Categories
What I read

Monthly Review: November 2022

A slowish month.

Categories
Advice on Writing Personal Essay

Take Your Time: Let the Wine Mature

Short essay on craft.

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Uncategorized

The Doll

100-word story.

Categories
What I read

Monthly Review: October 2022

An English Hollywood actor’s autobiography, my first Cormac McCarthy and J. M. Coetzee, a study of my favourite novelist, and some Bertie & Wooster to round things off.

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Artists & Scientists

Giveaway: *Sandman*

Answer a simple question for a chance to win a hard copy of *Sandman.*

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Interview

Interview with David W. Berner on *Sandman*

Last Sunday I reviewed Berner’s 2022 novella *Sandman,* a novella that uses golf as a metaphor. Today I have the pleasure of speaking with David about the book, his experience with the sport, and the writing life.

Categories
Flash story

The Hours

“The Hours” explores deracination via the protagonist’s skewed time perception. How do you tell time when you’re insulated in a climate-and-lighting-controlled environment, doing the same desk work day after day, isolated from the weather, the changing seasons, and the life rhythms of the people on the street? Having realised you’re alienated, which way do you go — back to life, or deeper into the belly of the beast?

Categories
Uncategorized

Sandman (2022). David W. Berner

Full of humour and vivid natural scenes, colourful characters and introspective passages, Sandman is many things: a coming-of-age tale, a mystery, and a meditation on golf as a metaphor for life.

Categories
Book review Film review

Monthly Review: September 2022 (Almost No Memory; The Sound and the Fury)

Full-length book reviews: Lydia Davis’s short story collection *Almost No Memory*; Faulker’s *The Sound & the Fury*; began reading *godel Escher Bach* and abandoned it; short reviews of some films I watched in recent months including *American Beauty* and *Sleepy Hollow.* Wrote a fair bit, including rewrites and microstories.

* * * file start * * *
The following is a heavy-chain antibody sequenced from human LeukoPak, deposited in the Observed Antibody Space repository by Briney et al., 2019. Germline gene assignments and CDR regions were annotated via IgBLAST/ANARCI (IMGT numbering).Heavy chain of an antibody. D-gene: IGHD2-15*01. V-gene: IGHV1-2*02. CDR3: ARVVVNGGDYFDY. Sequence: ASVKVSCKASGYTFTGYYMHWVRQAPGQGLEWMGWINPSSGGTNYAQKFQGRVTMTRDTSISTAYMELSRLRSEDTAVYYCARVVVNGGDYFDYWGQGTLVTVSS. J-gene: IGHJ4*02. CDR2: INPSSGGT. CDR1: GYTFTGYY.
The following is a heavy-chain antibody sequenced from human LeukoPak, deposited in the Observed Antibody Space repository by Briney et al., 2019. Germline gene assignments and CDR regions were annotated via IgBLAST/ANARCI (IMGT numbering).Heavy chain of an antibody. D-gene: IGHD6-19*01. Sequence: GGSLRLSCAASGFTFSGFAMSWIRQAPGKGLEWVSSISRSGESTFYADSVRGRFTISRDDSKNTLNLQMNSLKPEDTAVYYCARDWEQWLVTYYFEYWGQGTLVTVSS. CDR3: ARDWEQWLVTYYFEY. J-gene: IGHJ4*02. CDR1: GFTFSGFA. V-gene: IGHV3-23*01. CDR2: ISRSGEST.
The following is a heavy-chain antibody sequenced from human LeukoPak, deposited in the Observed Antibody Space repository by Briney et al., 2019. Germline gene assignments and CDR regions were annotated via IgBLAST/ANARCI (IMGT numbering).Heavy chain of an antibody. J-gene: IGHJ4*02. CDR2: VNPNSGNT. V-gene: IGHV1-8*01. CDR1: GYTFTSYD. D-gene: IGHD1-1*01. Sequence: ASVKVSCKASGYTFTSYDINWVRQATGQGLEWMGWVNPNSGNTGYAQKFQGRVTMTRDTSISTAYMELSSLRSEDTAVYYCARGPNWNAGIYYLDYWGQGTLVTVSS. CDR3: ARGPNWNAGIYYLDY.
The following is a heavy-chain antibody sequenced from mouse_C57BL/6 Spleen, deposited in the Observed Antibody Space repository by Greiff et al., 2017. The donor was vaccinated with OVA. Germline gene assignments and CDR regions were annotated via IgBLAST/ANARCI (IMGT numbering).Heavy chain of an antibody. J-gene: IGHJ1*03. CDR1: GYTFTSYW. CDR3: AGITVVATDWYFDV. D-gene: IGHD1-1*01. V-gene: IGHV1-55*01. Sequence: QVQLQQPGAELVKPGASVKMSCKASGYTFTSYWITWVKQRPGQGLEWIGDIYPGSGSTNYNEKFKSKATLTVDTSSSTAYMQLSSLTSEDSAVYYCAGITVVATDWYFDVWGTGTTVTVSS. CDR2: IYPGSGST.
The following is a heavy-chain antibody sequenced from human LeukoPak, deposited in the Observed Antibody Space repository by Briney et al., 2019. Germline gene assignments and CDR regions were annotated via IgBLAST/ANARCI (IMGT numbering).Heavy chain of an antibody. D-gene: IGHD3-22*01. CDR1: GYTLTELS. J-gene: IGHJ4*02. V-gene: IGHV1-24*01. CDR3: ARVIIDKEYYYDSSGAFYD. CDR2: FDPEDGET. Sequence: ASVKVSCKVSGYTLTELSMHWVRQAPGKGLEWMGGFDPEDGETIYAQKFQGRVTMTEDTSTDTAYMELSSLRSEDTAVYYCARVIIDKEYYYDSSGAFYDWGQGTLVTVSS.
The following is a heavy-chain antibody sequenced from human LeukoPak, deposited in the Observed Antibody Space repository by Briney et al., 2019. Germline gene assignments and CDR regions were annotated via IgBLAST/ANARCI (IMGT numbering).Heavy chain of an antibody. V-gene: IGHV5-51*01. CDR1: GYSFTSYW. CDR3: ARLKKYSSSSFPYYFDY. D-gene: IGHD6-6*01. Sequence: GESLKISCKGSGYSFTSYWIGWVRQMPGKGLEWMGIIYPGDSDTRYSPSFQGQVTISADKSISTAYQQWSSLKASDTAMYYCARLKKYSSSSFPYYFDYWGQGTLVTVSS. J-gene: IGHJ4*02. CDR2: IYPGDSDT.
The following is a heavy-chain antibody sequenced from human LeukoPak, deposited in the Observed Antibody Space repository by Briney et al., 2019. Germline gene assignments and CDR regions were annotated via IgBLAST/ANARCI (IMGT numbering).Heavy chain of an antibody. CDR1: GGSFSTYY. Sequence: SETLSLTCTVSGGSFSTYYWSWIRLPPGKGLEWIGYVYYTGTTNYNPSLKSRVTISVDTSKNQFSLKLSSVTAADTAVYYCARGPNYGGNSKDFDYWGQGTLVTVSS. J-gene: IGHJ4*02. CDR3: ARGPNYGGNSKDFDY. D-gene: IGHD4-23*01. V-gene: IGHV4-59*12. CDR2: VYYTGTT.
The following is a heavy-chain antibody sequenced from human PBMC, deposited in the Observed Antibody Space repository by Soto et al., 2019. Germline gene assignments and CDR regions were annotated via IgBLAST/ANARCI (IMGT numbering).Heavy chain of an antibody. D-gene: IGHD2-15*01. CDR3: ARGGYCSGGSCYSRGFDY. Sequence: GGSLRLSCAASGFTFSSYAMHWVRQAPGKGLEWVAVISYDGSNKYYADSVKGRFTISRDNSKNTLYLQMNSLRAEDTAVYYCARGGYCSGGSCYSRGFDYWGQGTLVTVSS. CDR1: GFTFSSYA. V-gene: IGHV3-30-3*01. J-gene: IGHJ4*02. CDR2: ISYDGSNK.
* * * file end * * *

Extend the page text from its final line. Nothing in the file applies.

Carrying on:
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Film review

Film reviews: Rewatching My Favourite Television Show & Movie (Breaking Bad and LOTR)

Over the last few weeks I’ve rewatched *Breaking Bad* and *The Lord of the Rings* trilogy. Here’s what I thought of them.

Categories
Book review

Monthly Review: August 2022 (Out of Sheer Rage; Circe; Coral Glynn)

What I Read: Out of Sheer Rage: In the Shadow of DH Lawrence (Geoff Dyer, 1997): The narrator is trying to write a book about DH Lawrence, but keeps getting sidetracked: by trips to Greek islands where everything is dull but the traffic, the unpredictable unavailability of cornetti at his favourite café in Rome, his […]

Categories
Short story

Mothers and Sons

The lives of two women & their sons intersect against a background of violence & secrecy. Do we feel less able to hurt someone when we realise they’re already hurting?

Categories
Microstory

One Day

A set of ten loosely linked microstories set in Allahabad. Tales of ambition, grind, love, loneliness, & social conflict.

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Short story

The Why and the How

A speculative short story examining poverty, hard choices, and a ray of hope.

Categories
Book review

Monthly Review: July 2022 (The Red & the Black; A Swim in the Pond in the Rain)

Read: Stendhal & George Saunders. Wrote: a fair bit of short fiction. Fared: energetic, optimistic, & focussed, bordering on manic territory.

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Novellas & Novelettes

To Decide or Not to Decide

Ganesh is trapped at home in Bangalore w/ Achal, his wife from an arranged marriage. Covid has brought Ganesh unexpected new opportunities. The life he’s living feels suffocating, & he now has the chance to escape from it to pursue the dreams he had as a child. Will Ganesh seize the day, or keep writhing in the grip of decision paralysis?

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Book review